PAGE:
A bell rings, piercing the silence. In the South Gym at Red River College’s Notre Dame Campus, a nervous group of well-dressed students rise from their chairs and rustle towards a large group of tables — where their futures may await.
Seated at each table are recruiters from leading Manitoba companies, hoping to scope out RRC’s best and brightest at the sixth annual First Impressions Recruitment Event.
Over the next four hours, more than 500 interviews with 114 students take place here, each no more than 12 minutes long.
“That’s not a lot of time to wow, but our students always come prepared to impress,” says Kirk Johnson, RRC’s Dean of Business and Applied Art and Hospitality and Culinary Arts.
“We’re known for the calibre of our job-ready candidates, which is why so many employers come back here year after year.”
“(First Impressions) is probably the most successful recruiting event we have all year,” says Aida Rodrigues, a senior talent acquisition partner for CIBC, one of the companies attending the event.
“The students we speak with are all well-prepared for industry. The faculty here has lots to do with it. People who’ve worked in banking and finance know how to prepare students for success in positions like the ones we’re hiring for.”
First Impressions is open to all students in RRC’s Applied Accounting, Business Administration, and Commerce Industry Sales and Marketing programs. The companies they meet are all looking to fill paid, full- and part-time, entry-level/trainee positions and higher.
Recruiters represent a wide range of sectors.
Bison Transport also has a table at the event. Human resource advisors Kate Aiello and Nicole Sigvaldason say they want RRC’s business grads to know their company requires more than just truck drivers. “We’re a huge operation. We need people to manage our supply chain, finance and admin, marketing and human resources. We’re a great company to learn and grow.”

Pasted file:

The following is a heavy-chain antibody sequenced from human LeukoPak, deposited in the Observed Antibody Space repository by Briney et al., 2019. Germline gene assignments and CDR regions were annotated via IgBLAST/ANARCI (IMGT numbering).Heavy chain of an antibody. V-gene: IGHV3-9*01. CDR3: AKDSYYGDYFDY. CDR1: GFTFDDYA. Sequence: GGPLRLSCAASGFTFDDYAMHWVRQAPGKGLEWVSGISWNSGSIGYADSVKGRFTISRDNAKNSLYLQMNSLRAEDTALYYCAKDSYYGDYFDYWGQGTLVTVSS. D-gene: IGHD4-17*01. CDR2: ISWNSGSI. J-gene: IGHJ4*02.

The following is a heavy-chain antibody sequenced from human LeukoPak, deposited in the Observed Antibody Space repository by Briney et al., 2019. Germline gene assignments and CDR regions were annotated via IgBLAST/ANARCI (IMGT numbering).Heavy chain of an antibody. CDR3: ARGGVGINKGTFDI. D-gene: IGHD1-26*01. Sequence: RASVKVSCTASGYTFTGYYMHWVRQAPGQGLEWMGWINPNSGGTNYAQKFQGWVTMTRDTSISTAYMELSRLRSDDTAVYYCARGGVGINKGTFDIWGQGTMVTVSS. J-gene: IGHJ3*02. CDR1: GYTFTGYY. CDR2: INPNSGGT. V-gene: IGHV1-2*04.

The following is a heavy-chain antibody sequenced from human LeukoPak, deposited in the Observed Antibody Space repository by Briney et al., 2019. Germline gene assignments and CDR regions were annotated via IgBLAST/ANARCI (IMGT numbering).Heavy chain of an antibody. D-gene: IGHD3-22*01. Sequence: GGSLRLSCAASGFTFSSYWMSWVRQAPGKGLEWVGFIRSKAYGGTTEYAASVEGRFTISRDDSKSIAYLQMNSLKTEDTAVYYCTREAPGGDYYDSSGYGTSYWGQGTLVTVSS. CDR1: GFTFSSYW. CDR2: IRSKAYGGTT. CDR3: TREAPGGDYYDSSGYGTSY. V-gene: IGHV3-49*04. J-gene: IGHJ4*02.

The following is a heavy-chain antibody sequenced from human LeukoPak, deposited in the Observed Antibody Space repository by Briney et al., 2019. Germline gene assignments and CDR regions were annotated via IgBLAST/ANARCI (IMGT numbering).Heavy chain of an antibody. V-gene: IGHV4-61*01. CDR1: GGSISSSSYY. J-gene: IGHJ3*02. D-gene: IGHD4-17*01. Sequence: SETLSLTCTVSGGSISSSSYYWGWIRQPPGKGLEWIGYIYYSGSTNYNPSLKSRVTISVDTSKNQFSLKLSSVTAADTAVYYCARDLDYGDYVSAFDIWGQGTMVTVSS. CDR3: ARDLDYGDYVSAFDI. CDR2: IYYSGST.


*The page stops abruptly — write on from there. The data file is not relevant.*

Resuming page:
This marks Bison’s second year at First Impressions. “Last year we made a great hire. This really is more than just a career fair. The students are so well-prepared and ready to go,” says Aiello.
This year’s first-time attendees include Stella’s restaurant chain and the Canadian Museum for Human Rights, both hungry to hire students — with training and experience in hospitality or customer service — into roles perfect for that first career stepping-stone.
“While companies do sometimes hire students on the spot, most use First Impressions to meet a wide range of candidates,” says Jeff McMaster, a Business Administration instructor and one of the event’s organizers. “Many received follow-up interviews. Often by December, we start to see students getting actual job offers.”
Unlike most of the students around her who are waiting for that next bell to ring, Thu Do doesn’t look nervous.
“I’ve been preparing for this for the past four months, booking appointments with Employment Services to make my resume perfect.”
A second-year student, she has two interviews lined up today for accounting positions at BDO and Talbot & Associates. English isn’t her first language, so she’s also invested a lot of time in practicing how to sell her skills and speak about herself clearly.
Another reason she’s not feeling the jitters: “A career in accounting is my Plan B. When I graduate I want to start my own business. I’m here to network and build future relationships.”
Second-year Business Administration student Tetiana Babii wants a job with a bank or a credit union. She’s lined up five interviews today. She says the speed-interview format certainly has its challenges – “It’s short, so they can’t ask you much!” – but she’s been careful to ensure the skills on her resume match what recruiters are looking for.
“I didn’t come to this last year, but I’d tell all first-year students to sign up. Even if they’re not looking for a job, they’ll be better prepared to do well at next year’s event.”
First-year student Brad Findlay (shown at right) signed up for just that reason. He’s applied for “a mish-mash of jobs” (and a total of six interviews) without any specific career track in mind. “What I’m looking for is a place I can grow. I know I can adjust to anything I’m asked to do.”
Findlay says he wasn’t sure what to expect at the event, but tips his hat to RRC for preparing students so thoroughly. “The day of, there’s a green room to prep in and escorts to lead you to and from your location. They make it impossible for you to screw up, which takes the edge off.”
Findlay’s confidence may be one reason he was offered a coveted job after his first 12-minute interview this year — a role with Bison Transport.
As he’s chatting, another recruiter approaches Findlay to tell him she overheard the Bison interview and was so impressed, she’d like to interview him that afternoon, “even though you’re not looking,” just to find out more about his future plans.
Meanwhile, the bell rings again, and another wave of students hurries towards the recruiters at their tables. One of the students, ahead of the rest, encourages the others: “Let’s go get ’em!”